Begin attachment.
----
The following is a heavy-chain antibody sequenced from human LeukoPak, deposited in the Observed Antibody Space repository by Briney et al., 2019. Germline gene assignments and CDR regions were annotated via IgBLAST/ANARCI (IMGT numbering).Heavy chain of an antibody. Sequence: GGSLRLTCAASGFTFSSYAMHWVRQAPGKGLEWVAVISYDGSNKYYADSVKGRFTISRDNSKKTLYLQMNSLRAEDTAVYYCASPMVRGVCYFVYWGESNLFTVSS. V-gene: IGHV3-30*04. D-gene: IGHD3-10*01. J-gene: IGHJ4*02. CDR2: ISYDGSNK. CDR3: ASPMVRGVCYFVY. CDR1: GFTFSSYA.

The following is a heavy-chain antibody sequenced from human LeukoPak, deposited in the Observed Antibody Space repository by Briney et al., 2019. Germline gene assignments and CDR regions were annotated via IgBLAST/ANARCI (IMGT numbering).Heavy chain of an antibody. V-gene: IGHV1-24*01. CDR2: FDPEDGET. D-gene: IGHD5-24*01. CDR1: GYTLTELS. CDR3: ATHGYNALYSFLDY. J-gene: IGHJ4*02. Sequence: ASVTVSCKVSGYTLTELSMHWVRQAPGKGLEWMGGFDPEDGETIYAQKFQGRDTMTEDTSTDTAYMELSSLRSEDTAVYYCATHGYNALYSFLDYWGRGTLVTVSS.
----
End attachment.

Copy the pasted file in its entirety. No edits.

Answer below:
The following is a heavy-chain antibody sequenced from human LeukoPak, deposited in the Observed Antibody Space repository by Briney et al., 2019. Germline gene assignments and CDR regions were annotated via IgBLAST/ANARCI (IMGT numbering).Heavy chain of an antibody. Sequence: GGSLRLTCAASGFTFSSYAMHWVRQAPGKGLEWVAVISYDGSNKYYADSVKGRFTISRDNSKKTLYLQMNSLRAEDTAVYYCASPMVRGVCYFVYWGESNLFTVSS. V-gene: IGHV3-30*04. D-gene: IGHD3-10*01. J-gene: IGHJ4*02. CDR2: ISYDGSNK. CDR3: ASPMVRGVCYFVY. CDR1: GFTFSSYA.

The following is a heavy-chain antibody sequenced from human LeukoPak, deposited in the Observed Antibody Space repository by Briney et al., 2019. Germline gene assignments and CDR regions were annotated via IgBLAST/ANARCI (IMGT numbering).Heavy chain of an antibody. V-gene: IGHV1-24*01. CDR2: FDPEDGET. D-gene: IGHD5-24*01. CDR1: GYTLTELS. CDR3: ATHGYNALYSFLDY. J-gene: IGHJ4*02. Sequence: ASVTVSCKVSGYTLTELSMHWVRQAPGKGLEWMGGFDPEDGETIYAQKFQGRDTMTEDTSTDTAYMELSSLRSEDTAVYYCATHGYNALYSFLDYWGRGTLVTVSS.